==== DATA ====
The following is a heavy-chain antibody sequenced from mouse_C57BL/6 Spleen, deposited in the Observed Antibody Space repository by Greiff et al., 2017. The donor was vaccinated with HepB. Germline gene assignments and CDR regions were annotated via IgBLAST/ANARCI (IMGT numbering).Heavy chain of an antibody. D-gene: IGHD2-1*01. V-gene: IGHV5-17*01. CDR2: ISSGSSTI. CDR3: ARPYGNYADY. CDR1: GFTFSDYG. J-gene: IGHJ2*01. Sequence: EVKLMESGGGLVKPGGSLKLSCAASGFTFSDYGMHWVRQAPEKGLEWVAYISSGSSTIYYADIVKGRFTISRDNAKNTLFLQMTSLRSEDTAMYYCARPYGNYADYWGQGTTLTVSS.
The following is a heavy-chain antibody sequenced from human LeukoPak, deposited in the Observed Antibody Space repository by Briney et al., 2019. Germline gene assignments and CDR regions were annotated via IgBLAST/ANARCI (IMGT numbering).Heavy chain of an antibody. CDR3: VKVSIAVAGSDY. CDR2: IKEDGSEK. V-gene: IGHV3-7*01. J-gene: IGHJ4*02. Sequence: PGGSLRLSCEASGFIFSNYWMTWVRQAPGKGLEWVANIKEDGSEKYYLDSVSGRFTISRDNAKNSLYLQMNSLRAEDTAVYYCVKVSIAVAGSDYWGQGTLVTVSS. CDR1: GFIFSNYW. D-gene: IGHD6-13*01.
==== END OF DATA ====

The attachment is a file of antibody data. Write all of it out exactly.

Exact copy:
The following is a heavy-chain antibody sequenced from mouse_C57BL/6 Spleen, deposited in the Observed Antibody Space repository by Greiff et al., 2017. The donor was vaccinated with HepB. Germline gene assignments and CDR regions were annotated via IgBLAST/ANARCI (IMGT numbering).Heavy chain of an antibody. D-gene: IGHD2-1*01. V-gene: IGHV5-17*01. CDR2: ISSGSSTI. CDR3: ARPYGNYADY. CDR1: GFTFSDYG. J-gene: IGHJ2*01. Sequence: EVKLMESGGGLVKPGGSLKLSCAASGFTFSDYGMHWVRQAPEKGLEWVAYISSGSSTIYYADIVKGRFTISRDNAKNTLFLQMTSLRSEDTAMYYCARPYGNYADYWGQGTTLTVSS.
The following is a heavy-chain antibody sequenced from human LeukoPak, deposited in the Observed Antibody Space repository by Briney et al., 2019. Germline gene assignments and CDR regions were annotated via IgBLAST/ANARCI (IMGT numbering).Heavy chain of an antibody. CDR3: VKVSIAVAGSDY. CDR2: IKEDGSEK. V-gene: IGHV3-7*01. J-gene: IGHJ4*02. Sequence: PGGSLRLSCEASGFIFSNYWMTWVRQAPGKGLEWVANIKEDGSEKYYLDSVSGRFTISRDNAKNSLYLQMNSLRAEDTAVYYCVKVSIAVAGSDYWGQGTLVTVSS. CDR1: GFIFSNYW. D-gene: IGHD6-13*01.